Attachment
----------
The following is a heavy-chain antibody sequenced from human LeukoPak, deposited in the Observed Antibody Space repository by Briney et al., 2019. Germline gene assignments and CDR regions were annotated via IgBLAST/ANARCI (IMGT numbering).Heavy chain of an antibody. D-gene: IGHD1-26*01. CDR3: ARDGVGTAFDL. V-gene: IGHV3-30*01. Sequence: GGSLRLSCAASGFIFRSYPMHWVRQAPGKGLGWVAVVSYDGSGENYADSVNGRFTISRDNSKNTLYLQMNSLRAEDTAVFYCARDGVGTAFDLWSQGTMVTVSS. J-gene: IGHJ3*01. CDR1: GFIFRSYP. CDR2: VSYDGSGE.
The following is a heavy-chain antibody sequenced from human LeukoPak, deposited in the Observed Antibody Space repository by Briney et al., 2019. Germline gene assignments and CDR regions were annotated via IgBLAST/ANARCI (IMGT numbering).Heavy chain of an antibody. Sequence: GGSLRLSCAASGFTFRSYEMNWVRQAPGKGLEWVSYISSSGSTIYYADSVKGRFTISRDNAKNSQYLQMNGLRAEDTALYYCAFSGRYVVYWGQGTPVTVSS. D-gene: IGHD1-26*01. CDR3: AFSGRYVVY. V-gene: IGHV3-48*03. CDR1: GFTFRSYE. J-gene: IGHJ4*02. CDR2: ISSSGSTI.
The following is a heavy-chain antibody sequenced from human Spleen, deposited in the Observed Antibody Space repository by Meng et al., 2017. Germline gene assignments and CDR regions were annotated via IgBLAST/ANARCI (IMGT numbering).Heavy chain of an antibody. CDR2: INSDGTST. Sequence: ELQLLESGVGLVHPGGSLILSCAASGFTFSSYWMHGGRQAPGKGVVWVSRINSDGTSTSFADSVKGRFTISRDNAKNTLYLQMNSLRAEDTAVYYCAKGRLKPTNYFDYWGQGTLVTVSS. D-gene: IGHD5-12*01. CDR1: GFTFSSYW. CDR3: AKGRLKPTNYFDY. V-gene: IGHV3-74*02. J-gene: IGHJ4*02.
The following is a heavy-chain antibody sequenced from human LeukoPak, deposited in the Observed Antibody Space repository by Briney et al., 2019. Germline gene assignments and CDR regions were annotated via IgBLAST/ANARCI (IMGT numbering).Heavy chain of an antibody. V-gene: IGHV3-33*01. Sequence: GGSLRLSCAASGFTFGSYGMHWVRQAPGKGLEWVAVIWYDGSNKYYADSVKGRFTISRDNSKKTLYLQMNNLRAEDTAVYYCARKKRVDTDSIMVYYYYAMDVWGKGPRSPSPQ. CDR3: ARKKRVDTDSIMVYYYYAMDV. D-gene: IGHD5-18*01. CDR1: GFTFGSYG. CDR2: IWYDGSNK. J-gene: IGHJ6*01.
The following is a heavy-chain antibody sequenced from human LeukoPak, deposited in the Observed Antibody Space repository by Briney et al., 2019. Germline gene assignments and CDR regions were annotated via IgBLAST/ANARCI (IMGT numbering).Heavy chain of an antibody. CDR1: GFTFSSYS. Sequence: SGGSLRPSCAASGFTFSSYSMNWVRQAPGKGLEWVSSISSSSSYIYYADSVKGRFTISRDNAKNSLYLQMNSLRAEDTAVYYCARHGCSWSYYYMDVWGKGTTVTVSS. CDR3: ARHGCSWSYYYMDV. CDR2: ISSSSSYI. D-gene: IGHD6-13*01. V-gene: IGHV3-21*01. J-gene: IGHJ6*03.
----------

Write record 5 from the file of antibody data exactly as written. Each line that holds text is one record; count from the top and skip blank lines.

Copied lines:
The following is a heavy-chain antibody sequenced from human LeukoPak, deposited in the Observed Antibody Space repository by Briney et al., 2019. Germline gene assignments and CDR regions were annotated via IgBLAST/ANARCI (IMGT numbering).Heavy chain of an antibody. CDR1: GFTFSSYS. Sequence: SGGSLRPSCAASGFTFSSYSMNWVRQAPGKGLEWVSSISSSSSYIYYADSVKGRFTISRDNAKNSLYLQMNSLRAEDTAVYYCARHGCSWSYYYMDVWGKGTTVTVSS. CDR3: ARHGCSWSYYYMDV. CDR2: ISSSSSYI. D-gene: IGHD6-13*01. V-gene: IGHV3-21*01. J-gene: IGHJ6*03.